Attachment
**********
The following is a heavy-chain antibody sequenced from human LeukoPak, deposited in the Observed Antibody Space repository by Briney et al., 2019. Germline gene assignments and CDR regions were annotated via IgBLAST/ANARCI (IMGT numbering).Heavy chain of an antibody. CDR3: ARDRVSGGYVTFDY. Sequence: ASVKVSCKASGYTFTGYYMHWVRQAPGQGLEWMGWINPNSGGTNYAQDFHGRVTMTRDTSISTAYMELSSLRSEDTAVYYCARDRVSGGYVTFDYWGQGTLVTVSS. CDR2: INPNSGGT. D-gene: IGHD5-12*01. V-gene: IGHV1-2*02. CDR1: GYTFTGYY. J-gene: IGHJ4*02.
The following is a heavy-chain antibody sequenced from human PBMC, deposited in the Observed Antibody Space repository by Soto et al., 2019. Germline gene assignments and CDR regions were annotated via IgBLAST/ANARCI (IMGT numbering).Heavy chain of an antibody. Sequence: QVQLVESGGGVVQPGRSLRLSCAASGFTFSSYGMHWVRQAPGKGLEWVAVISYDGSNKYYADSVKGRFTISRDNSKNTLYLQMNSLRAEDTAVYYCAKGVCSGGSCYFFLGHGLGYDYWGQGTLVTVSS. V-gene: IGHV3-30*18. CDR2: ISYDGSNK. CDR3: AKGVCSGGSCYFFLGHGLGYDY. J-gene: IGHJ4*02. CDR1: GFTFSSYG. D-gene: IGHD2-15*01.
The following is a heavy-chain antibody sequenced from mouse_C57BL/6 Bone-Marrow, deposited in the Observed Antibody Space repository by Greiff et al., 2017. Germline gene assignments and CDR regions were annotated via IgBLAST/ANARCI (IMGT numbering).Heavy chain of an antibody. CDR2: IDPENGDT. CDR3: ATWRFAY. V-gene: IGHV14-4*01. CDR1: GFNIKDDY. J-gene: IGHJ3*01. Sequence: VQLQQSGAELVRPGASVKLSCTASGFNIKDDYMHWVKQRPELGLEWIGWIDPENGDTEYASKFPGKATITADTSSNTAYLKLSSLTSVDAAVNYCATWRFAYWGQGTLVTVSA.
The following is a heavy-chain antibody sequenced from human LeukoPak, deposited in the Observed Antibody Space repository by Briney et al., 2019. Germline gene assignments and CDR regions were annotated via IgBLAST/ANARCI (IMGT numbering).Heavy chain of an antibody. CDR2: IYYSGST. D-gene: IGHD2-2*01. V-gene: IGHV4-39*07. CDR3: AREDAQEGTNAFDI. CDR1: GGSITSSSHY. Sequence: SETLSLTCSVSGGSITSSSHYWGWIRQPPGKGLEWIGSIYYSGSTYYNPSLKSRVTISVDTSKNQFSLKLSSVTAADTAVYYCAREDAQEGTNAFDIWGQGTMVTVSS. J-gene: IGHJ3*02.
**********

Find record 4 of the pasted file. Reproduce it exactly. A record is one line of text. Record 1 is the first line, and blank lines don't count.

The following is a heavy-chain antibody sequenced from human LeukoPak, deposited in the Observed Antibody Space repository by Briney et al., 2019. Germline gene assignments and CDR regions were annotated via IgBLAST/ANARCI (IMGT numbering).Heavy chain of an antibody. CDR2: IYYSGST. D-gene: IGHD2-2*01. V-gene: IGHV4-39*07. CDR3: AREDAQEGTNAFDI. CDR1: GGSITSSSHY. Sequence: SETLSLTCSVSGGSITSSSHYWGWIRQPPGKGLEWIGSIYYSGSTYYNPSLKSRVTISVDTSKNQFSLKLSSVTAADTAVYYCAREDAQEGTNAFDIWGQGTMVTVSS. J-gene: IGHJ3*02.